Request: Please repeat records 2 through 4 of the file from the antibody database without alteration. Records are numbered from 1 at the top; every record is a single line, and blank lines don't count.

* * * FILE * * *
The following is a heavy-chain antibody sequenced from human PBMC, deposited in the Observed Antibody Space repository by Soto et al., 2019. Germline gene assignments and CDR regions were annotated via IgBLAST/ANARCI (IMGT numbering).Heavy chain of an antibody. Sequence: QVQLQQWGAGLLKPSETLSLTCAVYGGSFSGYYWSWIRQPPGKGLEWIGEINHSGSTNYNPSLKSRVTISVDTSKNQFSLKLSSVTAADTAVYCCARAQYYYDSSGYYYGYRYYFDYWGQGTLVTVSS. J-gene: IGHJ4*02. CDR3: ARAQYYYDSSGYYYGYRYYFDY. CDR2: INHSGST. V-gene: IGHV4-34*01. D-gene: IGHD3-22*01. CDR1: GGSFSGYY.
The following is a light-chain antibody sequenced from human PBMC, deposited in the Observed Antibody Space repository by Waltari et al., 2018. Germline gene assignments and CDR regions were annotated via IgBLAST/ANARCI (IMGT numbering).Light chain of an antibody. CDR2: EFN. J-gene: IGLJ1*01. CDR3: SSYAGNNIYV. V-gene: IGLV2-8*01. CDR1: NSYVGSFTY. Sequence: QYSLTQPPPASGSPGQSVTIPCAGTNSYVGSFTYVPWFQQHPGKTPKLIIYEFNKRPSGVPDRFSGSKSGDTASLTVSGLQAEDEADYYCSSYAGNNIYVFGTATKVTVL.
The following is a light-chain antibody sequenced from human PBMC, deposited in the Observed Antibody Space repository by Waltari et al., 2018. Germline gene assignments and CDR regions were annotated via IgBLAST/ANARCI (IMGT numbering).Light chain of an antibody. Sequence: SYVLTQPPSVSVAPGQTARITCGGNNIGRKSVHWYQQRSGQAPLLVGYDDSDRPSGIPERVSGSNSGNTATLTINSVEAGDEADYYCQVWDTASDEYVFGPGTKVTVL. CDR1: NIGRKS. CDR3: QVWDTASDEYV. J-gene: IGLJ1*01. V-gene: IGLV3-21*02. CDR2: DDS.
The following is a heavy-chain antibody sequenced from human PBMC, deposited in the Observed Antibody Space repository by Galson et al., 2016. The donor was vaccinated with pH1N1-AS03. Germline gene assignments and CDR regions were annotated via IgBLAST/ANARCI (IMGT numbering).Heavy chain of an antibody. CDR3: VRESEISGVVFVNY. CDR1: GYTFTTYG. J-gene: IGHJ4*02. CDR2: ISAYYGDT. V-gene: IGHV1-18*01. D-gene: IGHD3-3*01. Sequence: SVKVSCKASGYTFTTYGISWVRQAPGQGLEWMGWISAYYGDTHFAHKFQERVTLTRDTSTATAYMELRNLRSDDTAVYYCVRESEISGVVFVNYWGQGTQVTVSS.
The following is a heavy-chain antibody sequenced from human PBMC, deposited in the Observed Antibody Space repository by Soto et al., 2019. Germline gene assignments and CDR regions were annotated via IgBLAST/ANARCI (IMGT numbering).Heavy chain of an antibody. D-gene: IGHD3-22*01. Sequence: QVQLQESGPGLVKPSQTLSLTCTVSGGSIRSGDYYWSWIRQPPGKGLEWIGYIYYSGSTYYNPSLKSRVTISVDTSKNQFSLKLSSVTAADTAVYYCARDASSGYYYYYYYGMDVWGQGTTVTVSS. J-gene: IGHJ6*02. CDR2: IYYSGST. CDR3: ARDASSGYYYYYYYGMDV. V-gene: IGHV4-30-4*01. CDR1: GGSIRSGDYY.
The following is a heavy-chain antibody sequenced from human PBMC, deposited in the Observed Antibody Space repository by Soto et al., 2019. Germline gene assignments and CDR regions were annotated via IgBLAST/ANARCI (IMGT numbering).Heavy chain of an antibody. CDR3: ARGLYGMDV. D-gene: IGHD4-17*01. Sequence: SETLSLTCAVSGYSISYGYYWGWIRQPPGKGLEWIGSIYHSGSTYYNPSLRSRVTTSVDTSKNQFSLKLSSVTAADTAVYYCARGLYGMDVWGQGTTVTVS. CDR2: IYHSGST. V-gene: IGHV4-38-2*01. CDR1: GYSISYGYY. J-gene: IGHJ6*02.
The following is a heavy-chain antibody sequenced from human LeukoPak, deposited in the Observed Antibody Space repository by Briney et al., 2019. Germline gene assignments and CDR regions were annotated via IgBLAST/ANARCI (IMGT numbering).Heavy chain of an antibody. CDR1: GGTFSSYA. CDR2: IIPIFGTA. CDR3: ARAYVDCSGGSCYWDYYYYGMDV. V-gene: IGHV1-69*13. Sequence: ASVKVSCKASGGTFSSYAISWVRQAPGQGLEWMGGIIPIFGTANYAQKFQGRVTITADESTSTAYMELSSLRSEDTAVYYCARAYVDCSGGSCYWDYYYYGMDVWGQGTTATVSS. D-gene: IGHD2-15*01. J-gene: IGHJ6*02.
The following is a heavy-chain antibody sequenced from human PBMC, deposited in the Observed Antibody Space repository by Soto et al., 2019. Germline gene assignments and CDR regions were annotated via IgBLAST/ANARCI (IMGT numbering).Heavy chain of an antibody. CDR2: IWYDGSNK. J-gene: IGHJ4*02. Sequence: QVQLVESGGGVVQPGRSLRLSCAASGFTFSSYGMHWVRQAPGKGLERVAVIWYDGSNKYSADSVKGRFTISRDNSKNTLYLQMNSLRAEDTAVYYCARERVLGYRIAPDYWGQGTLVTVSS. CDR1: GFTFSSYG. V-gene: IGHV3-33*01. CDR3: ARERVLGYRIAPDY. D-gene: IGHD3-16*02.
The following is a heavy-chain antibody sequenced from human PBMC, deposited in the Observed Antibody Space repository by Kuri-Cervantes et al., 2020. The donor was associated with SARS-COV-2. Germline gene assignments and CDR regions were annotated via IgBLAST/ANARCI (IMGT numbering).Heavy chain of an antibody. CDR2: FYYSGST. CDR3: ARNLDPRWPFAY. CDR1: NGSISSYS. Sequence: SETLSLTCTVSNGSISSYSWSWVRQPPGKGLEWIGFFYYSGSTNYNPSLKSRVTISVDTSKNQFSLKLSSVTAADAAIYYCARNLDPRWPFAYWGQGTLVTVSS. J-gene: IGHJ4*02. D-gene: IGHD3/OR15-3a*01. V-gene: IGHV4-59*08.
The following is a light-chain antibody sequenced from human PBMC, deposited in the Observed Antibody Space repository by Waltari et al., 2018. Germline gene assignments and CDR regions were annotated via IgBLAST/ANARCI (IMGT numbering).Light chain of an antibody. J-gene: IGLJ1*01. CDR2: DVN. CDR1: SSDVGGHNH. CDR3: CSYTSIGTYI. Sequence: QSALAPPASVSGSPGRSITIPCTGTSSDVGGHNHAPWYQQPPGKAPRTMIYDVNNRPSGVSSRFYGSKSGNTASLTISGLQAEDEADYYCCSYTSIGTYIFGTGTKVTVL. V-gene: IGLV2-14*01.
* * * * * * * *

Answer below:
The following is a light-chain antibody sequenced from human PBMC, deposited in the Observed Antibody Space repository by Waltari et al., 2018. Germline gene assignments and CDR regions were annotated via IgBLAST/ANARCI (IMGT numbering).Light chain of an antibody. CDR2: EFN. J-gene: IGLJ1*01. CDR3: SSYAGNNIYV. V-gene: IGLV2-8*01. CDR1: NSYVGSFTY. Sequence: QYSLTQPPPASGSPGQSVTIPCAGTNSYVGSFTYVPWFQQHPGKTPKLIIYEFNKRPSGVPDRFSGSKSGDTASLTVSGLQAEDEADYYCSSYAGNNIYVFGTATKVTVL.
The following is a light-chain antibody sequenced from human PBMC, deposited in the Observed Antibody Space repository by Waltari et al., 2018. Germline gene assignments and CDR regions were annotated via IgBLAST/ANARCI (IMGT numbering).Light chain of an antibody. Sequence: SYVLTQPPSVSVAPGQTARITCGGNNIGRKSVHWYQQRSGQAPLLVGYDDSDRPSGIPERVSGSNSGNTATLTINSVEAGDEADYYCQVWDTASDEYVFGPGTKVTVL. CDR1: NIGRKS. CDR3: QVWDTASDEYV. J-gene: IGLJ1*01. V-gene: IGLV3-21*02. CDR2: DDS.
The following is a heavy-chain antibody sequenced from human PBMC, deposited in the Observed Antibody Space repository by Galson et al., 2016. The donor was vaccinated with pH1N1-AS03. Germline gene assignments and CDR regions were annotated via IgBLAST/ANARCI (IMGT numbering).Heavy chain of an antibody. CDR3: VRESEISGVVFVNY. CDR1: GYTFTTYG. J-gene: IGHJ4*02. CDR2: ISAYYGDT. V-gene: IGHV1-18*01. D-gene: IGHD3-3*01. Sequence: SVKVSCKASGYTFTTYGISWVRQAPGQGLEWMGWISAYYGDTHFAHKFQERVTLTRDTSTATAYMELRNLRSDDTAVYYCVRESEISGVVFVNYWGQGTQVTVSS.